While current labour conditions are challenging, it is still possible to find and keep employees. Just try this expert advice.
If you’ve been recruiting, it’s likely no surprise to you that Canada is in the midst of a rather severe labour shortage. A December 2017 report from the Canadian Federation of Independent Business identified roughly 362,000 unfilled jobs across the nation—the highest number ever recorded.
Hospitality, the industry category that includes restaurants, has the second highest number of job vacancies, right behind retail. Richelle Akimow, Gordon Food Service Director of Sales based in British Columbia, has seen the effects of the shortage firsthand.
“Many of our customers, especially in resort communities like Whistler, have been forced to close their doors two or three days a week,” she says. “These decisions aren’t driven by a lack of customers, there is just no one to do the work. Owners are in many cases working 20-hour days for weeks at a time and aren’t able to maintain the pace any longer.”
Akimow knows of operators paying dishwashers more than $20 per hour and scheduling three of them per shift, hoping that one will show up for work. But the problem extends beyond unskilled labour—experienced chefs and cooks are also in short supply.
It’s not just that there aren’t enough workers to fill open restaurant positions, says Gordon Food Service Corporate Executive Chef Michael Viloria. He believes restaurants haven’t done enough to make themselves employers of choice.
“Uncompetitive compensation, a high-pressure culture, poor work-life balance, little opportunity for growth and an inability to engage with employees have all contributed to the current state of restaurant labour,” Viloria contends. “Operators who want to do a better job of recruiting and retaining employees have to reevaluate their business to account for these conditions.”
Here are some ideas for making changes that will make a difference.
Invest in your company culture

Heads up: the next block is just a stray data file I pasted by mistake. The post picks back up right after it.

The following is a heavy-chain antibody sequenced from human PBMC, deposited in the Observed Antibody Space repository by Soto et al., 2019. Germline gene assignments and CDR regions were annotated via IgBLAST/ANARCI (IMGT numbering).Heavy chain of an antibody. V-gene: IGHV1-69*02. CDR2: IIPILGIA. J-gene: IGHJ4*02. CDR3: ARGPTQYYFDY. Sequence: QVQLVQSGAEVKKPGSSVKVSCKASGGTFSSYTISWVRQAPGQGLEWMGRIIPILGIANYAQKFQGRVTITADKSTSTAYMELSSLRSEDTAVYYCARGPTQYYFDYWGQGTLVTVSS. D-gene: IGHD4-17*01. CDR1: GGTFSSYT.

“The biggest advocate you have, your strongest recruiter, is the happy employee who loves their job, and feels both challenged and supported,” says Akimow. “People like that tell their friends.”
Creating a challenging, supportive culture can be facilitated by developing a set of core values that will guide every aspect of your operation. Core values can include such things as teamwork, education, open communication, positive reinforcement and a family environment.
“Building this kind of culture is a huge opportunity for the industry,” Akimow contends, because it will counter the perceptions about long hours and unpleasant working conditions.
Target your recruitment efforts
“Great people don’t need to look for jobs, jobs will find them,” says Gordon Food Service Recruiter Brad McCosh. Great hires are not looking at help wanted ads, they’re signaling their desire to find a new job by updating their social media and LinkedIn profiles.
Savvy recruiters search and monitor these profiles to identify and reach out to worthy candidates. “It requires more time and diligence than posting a job ad, but you’ll get better quality hires,” McCosh believes.
Define your differences
Operators must provide potential employees with reasons to hire on with them rather than the employer down the street. Pay and benefits are important, of course, but as long as they’re competitive, it’s the perks that make the difference.
Do you offer clear paths for advancement? Do you have a mentorship program? Do all kitchen staffers have a voice in developing new dishes? Do you support work-life balance by offering averaging agreements—for example, can a cook work four 12-hour days and get three guaranteed days off rather than working six or seven days a week?
Your hiring pitch should emphasize these kinds of perks and your core values just as much as the responsibilities of the position.
Streamline your hiring practices
You don’t want to give potential recruits the chance to be swayed by other employers while you put them through an arduous hiring system. Now is the time to speed up the application process and shorten the time between initial enquiry and interview.
You can also consider employing technology to accelerate onboarding and training. You’ll make your new recruit feel like a contributing member of the team that much sooner.
Engage your team
Getting the right people on board is just part of the battle. You have to work just as hard to keep them and avoid costly turnover.
“Employee engagement is the hot topic in human resources today,” McCosh points out. Engaged employees are enthusiastic about their work and loyal to their workplace. To find out if your employees feel engaged, “Start with engagement surveys. There are many out there that can be purchased for minimal cost.”
If the surveys come back negative, you’ve got some work to do. Use your core values to develop an internal marketing plan that boosts engagement—and increases retention.
Let’s Talk Labour
Talk to your Sales Representative about the recruitment and retention resources available to you.